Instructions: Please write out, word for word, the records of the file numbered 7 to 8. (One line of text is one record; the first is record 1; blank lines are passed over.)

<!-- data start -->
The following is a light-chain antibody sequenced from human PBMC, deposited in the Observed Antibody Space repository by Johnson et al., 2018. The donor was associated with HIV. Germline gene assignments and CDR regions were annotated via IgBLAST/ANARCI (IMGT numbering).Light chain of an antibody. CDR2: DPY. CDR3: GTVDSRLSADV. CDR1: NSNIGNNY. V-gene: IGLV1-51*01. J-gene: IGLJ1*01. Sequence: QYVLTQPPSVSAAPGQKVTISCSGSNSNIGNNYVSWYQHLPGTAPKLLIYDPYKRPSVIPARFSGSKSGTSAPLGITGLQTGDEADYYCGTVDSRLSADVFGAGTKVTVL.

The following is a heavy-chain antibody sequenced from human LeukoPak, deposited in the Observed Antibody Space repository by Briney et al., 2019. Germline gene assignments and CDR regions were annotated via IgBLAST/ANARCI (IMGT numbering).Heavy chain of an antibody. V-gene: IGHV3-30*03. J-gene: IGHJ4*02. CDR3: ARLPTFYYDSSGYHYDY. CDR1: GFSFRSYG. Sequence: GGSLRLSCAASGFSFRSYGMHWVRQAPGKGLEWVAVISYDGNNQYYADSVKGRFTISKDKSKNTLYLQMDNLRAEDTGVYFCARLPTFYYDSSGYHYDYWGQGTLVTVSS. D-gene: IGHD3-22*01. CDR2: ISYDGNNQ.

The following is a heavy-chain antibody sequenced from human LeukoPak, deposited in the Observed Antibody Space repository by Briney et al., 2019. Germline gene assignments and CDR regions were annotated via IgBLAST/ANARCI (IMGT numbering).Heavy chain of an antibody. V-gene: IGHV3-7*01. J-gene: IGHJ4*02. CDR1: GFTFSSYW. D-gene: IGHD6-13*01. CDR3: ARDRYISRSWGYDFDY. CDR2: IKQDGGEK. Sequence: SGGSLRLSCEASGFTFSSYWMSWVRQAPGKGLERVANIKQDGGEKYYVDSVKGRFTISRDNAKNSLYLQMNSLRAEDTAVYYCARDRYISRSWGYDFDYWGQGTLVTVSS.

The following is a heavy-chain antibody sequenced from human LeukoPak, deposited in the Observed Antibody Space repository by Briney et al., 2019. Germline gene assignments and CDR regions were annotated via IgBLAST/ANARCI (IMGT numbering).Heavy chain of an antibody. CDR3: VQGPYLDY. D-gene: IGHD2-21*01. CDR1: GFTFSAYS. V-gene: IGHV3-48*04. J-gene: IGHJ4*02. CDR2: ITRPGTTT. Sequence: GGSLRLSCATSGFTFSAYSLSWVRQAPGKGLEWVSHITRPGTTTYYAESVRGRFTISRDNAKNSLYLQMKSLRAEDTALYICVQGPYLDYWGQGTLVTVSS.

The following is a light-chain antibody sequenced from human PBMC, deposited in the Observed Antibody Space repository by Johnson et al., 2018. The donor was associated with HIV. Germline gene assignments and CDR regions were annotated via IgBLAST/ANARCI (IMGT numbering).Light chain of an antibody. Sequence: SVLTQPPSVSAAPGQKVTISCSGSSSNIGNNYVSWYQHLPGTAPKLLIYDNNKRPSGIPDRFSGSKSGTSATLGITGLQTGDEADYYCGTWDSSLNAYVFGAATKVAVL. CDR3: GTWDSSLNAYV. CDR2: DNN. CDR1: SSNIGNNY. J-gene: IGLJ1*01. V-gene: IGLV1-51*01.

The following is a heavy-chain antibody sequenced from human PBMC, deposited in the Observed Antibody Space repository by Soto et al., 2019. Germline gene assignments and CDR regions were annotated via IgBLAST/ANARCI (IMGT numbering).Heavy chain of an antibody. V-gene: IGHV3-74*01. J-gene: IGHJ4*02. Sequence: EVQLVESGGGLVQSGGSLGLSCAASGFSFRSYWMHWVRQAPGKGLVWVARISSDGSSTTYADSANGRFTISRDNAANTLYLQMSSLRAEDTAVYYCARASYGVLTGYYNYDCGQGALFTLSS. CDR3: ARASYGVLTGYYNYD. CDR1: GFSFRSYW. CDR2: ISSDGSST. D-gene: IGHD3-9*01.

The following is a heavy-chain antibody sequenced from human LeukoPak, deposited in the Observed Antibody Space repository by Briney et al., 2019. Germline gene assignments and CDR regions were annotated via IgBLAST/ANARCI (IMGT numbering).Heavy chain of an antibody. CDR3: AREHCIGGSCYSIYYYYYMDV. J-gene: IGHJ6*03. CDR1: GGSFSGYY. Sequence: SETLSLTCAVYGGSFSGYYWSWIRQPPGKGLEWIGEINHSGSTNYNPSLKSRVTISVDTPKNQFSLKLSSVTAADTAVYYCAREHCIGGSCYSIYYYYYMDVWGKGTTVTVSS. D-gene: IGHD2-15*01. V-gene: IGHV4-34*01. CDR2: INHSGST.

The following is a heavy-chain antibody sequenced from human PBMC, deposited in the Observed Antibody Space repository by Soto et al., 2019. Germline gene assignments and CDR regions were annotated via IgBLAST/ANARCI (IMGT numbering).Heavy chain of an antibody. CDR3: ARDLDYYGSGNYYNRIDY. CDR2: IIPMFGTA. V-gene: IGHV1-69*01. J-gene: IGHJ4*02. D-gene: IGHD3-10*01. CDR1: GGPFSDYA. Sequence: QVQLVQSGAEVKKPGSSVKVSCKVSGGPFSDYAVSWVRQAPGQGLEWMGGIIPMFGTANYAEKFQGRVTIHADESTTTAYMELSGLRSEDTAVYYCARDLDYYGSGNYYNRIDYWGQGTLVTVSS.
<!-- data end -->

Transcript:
The following is a heavy-chain antibody sequenced from human LeukoPak, deposited in the Observed Antibody Space repository by Briney et al., 2019. Germline gene assignments and CDR regions were annotated via IgBLAST/ANARCI (IMGT numbering).Heavy chain of an antibody. CDR3: AREHCIGGSCYSIYYYYYMDV. J-gene: IGHJ6*03. CDR1: GGSFSGYY. Sequence: SETLSLTCAVYGGSFSGYYWSWIRQPPGKGLEWIGEINHSGSTNYNPSLKSRVTISVDTPKNQFSLKLSSVTAADTAVYYCAREHCIGGSCYSIYYYYYMDVWGKGTTVTVSS. D-gene: IGHD2-15*01. V-gene: IGHV4-34*01. CDR2: INHSGST.

The following is a heavy-chain antibody sequenced from human PBMC, deposited in the Observed Antibody Space repository by Soto et al., 2019. Germline gene assignments and CDR regions were annotated via IgBLAST/ANARCI (IMGT numbering).Heavy chain of an antibody. CDR3: ARDLDYYGSGNYYNRIDY. CDR2: IIPMFGTA. V-gene: IGHV1-69*01. J-gene: IGHJ4*02. D-gene: IGHD3-10*01. CDR1: GGPFSDYA. Sequence: QVQLVQSGAEVKKPGSSVKVSCKVSGGPFSDYAVSWVRQAPGQGLEWMGGIIPMFGTANYAEKFQGRVTIHADESTTTAYMELSGLRSEDTAVYYCARDLDYYGSGNYYNRIDYWGQGTLVTVSS.